Chad Jackson

Model-Based Software Development is an initiative that helps ensure that new software runs on custom electronic hardware early in the development process. This post and video gives a good overview of this technology-led engineering initiative.

What is Model-Based Software Development?

It seems like there are quite a few model-based initiatives going around and they all have different definitions. But that’s for us to discuss another time. What we’re going to talk about in this post is how the software development process is augmented by a new approach called model-based software development. Some people just call it model-based development, which is similar.

Getting Software to Run on Hardware

If you think about it, one of the biggest challenges in developing control software for any type of functional system is getting the software to run on the electronic hardware. It’s getting the behavior that you want out of the software system upon its interaction with a mechanical or electromechanical type of system. Is it exhibiting the control that you want and that you defined?

This has been a big issue because prototyping a board or developing a custom integrated circuit system has a long lead time. Many organizations simply cannot wait that long before they start testing for integration; making sure the software, electronic hardware, and mechanics all work together. To accelerate this process, they start plugging in virtual representations of each system.

X-in-the-Loop

  • Model-in-the-Loop: The first step is called a Model-in-the-Loop (MiL). You take a UML or a software model of some kind, and you connect it to a simulation of the mechanical side of your product and let them interact. You have different inputs, and you test and verify the control and behavior the software model, not the software code, exhibits over that physical manifestation of the product. That’s a digital simulation initially.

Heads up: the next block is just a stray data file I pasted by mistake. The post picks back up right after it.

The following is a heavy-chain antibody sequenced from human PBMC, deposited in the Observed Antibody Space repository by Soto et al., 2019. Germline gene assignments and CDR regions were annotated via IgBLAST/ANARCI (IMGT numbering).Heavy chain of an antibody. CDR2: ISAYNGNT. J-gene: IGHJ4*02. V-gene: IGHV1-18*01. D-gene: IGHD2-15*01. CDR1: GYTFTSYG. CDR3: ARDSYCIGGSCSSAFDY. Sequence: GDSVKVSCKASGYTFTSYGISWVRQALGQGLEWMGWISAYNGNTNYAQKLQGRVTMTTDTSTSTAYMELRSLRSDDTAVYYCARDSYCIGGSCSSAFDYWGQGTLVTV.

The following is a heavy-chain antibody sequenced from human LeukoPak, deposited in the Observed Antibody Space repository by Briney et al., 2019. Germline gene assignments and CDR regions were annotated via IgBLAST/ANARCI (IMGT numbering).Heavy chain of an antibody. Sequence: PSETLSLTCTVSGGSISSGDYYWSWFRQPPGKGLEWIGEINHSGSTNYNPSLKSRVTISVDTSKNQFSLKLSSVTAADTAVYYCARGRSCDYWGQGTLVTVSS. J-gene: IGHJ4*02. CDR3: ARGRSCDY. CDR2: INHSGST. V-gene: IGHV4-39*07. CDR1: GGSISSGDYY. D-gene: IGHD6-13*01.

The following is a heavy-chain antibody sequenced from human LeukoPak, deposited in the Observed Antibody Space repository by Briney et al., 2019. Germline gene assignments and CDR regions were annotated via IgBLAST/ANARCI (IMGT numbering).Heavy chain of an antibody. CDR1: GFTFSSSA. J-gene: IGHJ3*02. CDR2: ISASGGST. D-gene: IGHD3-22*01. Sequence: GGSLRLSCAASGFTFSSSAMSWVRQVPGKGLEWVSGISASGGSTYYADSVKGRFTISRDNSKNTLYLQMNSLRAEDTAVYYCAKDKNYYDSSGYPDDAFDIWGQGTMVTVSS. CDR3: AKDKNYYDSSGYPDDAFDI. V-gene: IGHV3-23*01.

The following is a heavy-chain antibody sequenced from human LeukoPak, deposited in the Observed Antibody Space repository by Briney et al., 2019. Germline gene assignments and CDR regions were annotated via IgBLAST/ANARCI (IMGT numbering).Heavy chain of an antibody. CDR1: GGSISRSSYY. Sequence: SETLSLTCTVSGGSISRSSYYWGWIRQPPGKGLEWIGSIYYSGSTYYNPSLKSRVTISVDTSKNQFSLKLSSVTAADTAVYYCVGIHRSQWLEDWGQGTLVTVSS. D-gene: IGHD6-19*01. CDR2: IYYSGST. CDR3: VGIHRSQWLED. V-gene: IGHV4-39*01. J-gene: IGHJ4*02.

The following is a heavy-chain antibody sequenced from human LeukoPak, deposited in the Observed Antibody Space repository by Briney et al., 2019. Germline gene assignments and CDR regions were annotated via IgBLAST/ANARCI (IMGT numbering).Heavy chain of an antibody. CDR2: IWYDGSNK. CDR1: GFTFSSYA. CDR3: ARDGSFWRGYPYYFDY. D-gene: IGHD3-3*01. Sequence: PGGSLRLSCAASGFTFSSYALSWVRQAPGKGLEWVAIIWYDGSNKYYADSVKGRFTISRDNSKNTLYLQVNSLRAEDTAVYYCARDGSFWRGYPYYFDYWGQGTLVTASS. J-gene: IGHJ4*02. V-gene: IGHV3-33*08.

• Software-in-the-Loop: The next step is Software-in-the-Loop (SiL). This is where you take the software model, the UML model, and you generate compiled code. You then plug this code into the same simulation and verify that you’re getting the same type of behavior. This typically involves some type of emulator for the electronic system that the software will be running on.
  • Processor-in-the-Loop (PiL) comes next. This is where you get a prototype of your integrated chip. You actually engrain the software on it and you let it run. Then you hook up that same digital simulation of your mechanical system and make sure it exhibits control as you want it to.
  • Hardware-in-the-Loop (HiL): The last step is hardware in the loop, and this is where the software model and the mechanical hardware come together. You can hook up the prototype board as well, so you’re incrementally getting closer to the physical configuration of the control system. This allows behaviors and control to be verified long before there is a physical prototype in someone’s hands.

That is model-based software development or model-based development, depending on what you call it.

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